Another Great Maui Field Guarantees More Top Ten Loses

Nov. 19, 2001

AP Basketball Writer

LAHAINA, Hawaii - For the second straight year the Maui Invitational has three teams ranked in the Top Ten, including the No. 1 team in the nation.

At least two of those three - No. 1 Duke, No. 5 UCLA and No. 7 Kansas - will leave the 50th state with a loss, something that has become familiar for Top Ten teams this November.

Four teams in the preseason Top Ten - No. 2 Maryland, No. 4 Kentucky, No. 6 Florida and No. 10 Saint Joseph's - have already lost a game less than two weeks into the season.

"That's a fact of life," Duke coach Mike Krzyzewski said Sunday, the day before his Blue Devils opened the Maui Invitational against Seton Hall. "When you play tough people you have a chance to lose. It's a chance to get better. You don't come to Maui expecting to go 3-0. You come to Maui expecting to have three very difficult games and to come out getting better."

This is Duke's third trip to Maui and the Blue Devils have left 3-0 each time. They won the eight-team tournament in 1992, also as the No. 1 team in the country and defending national champions, and in 1997, as the preseason No. 3.

Those fields also had highly ranked teams - Duke beat No. 1 Arizona in the 1997 title game - and that's something Krzyzewski sees as a positive.

"Our sport is a great sport because we play each other anywhere, any time, throughout the season and we get better because of it and that's why the NCAA tournament is so good," Krzyzewski said.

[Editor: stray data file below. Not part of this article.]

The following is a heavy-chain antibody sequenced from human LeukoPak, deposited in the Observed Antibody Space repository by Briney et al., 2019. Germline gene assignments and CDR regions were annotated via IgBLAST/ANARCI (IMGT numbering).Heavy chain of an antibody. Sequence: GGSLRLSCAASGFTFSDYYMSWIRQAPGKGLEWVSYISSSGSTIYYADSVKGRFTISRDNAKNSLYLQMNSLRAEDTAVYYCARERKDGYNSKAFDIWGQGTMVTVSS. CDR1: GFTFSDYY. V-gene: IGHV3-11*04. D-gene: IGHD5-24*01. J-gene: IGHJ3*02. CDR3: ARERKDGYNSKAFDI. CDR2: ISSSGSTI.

Monday's other opening-round matchups have South Carolina against Chaminade, the Division II host school, Kansas against Ball State, and UCLA against Houston.

Kansas and UCLA are in the same bracket, so a title would mean a win over the other in the semifinal and more than likely over Duke in the championship game.

Kansas coach Roy Williams and UCLA's Steve Lavin both said they weren't concerned with other Top Ten teams losing early.

"In college basketball those things are going to happen," Williams said. "There's no reason to focus on that, just on trying to make our team better."

Lavin described the tournament as a "crash course."

"It's a wonderful opportunity to learn about your team in an accelerated atmosphere with three games in three days," he said.

As Krzyzewski, Williams and Lavin played down the early losses by the higher-profile programs, Houston coach Ray McCallum jumped in.

"On the other hand, our guys are saying, `Man, maybe we can pull the upset,"' he said.

Last year's tournament produced some early upsets, with No. 2 Maryland and No. 14 Connecticut losing to Dayton before No. 1 Arizona beat No. 8 Illinois in the title game.

In college basketball, Chaminade is synonymous with upset. In 1982, competing then in the NAIA, the Silverswords knocked off No. 1 Virginia and Ralph Sampson.

First-year South Carolina coach Dave Odom was an assistant to Terry Holland at Virginia then, and he'll have plenty to tell his team before the opening-round game this year.

"The memory of 1982 is indelible and one of the reasons I hadn't been back since," said Odom, the head coach at Wake Forest for 12 seasons who inherited this schedule. "I was tricked into this one."

Of the teams in the field, only Seton Hall has played a game, an 87-79 victory over San Francisco on Friday in coach Louis Orr's debut with the Pirates.

Kansas will be without freshman forward Wayne Simien, its leading scorer in its two exhibition games. He is expected to miss 2-to-4 weeks after undergoing arthroscopic knee surgery on Thursday.

UCLA might have freshman point guard Cedric Bozeman for the Houston game. He practiced Saturday for the first time since taking a hard fall and bruising his tailbone in the exhibition opener.

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